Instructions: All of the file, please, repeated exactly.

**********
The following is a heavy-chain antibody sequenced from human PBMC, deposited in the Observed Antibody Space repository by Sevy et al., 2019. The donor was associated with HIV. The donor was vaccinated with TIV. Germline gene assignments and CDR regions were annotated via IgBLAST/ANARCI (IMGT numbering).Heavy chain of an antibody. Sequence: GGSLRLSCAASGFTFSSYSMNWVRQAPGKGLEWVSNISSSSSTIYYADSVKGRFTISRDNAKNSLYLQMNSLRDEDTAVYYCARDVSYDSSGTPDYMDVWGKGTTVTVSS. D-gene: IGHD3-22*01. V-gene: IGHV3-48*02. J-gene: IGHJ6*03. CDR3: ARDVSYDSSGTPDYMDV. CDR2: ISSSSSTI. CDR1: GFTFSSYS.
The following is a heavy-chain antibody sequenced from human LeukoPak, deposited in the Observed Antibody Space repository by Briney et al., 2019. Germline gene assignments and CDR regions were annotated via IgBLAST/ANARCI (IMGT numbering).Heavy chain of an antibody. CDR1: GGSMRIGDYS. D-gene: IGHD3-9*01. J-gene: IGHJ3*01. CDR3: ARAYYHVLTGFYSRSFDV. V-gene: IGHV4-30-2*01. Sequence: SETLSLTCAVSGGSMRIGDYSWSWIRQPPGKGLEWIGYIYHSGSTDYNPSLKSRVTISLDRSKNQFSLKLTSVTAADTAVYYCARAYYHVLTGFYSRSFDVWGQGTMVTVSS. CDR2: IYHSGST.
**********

The following is a heavy-chain antibody sequenced from human PBMC, deposited in the Observed Antibody Space repository by Sevy et al., 2019. The donor was associated with HIV. The donor was vaccinated with TIV. Germline gene assignments and CDR regions were annotated via IgBLAST/ANARCI (IMGT numbering).Heavy chain of an antibody. Sequence: GGSLRLSCAASGFTFSSYSMNWVRQAPGKGLEWVSNISSSSSTIYYADSVKGRFTISRDNAKNSLYLQMNSLRDEDTAVYYCARDVSYDSSGTPDYMDVWGKGTTVTVSS. D-gene: IGHD3-22*01. V-gene: IGHV3-48*02. J-gene: IGHJ6*03. CDR3: ARDVSYDSSGTPDYMDV. CDR2: ISSSSSTI. CDR1: GFTFSSYS.
The following is a heavy-chain antibody sequenced from human LeukoPak, deposited in the Observed Antibody Space repository by Briney et al., 2019. Germline gene assignments and CDR regions were annotated via IgBLAST/ANARCI (IMGT numbering).Heavy chain of an antibody. CDR1: GGSMRIGDYS. D-gene: IGHD3-9*01. J-gene: IGHJ3*01. CDR3: ARAYYHVLTGFYSRSFDV. V-gene: IGHV4-30-2*01. Sequence: SETLSLTCAVSGGSMRIGDYSWSWIRQPPGKGLEWIGYIYHSGSTDYNPSLKSRVTISLDRSKNQFSLKLTSVTAADTAVYYCARAYYHVLTGFYSRSFDVWGQGTMVTVSS. CDR2: IYHSGST.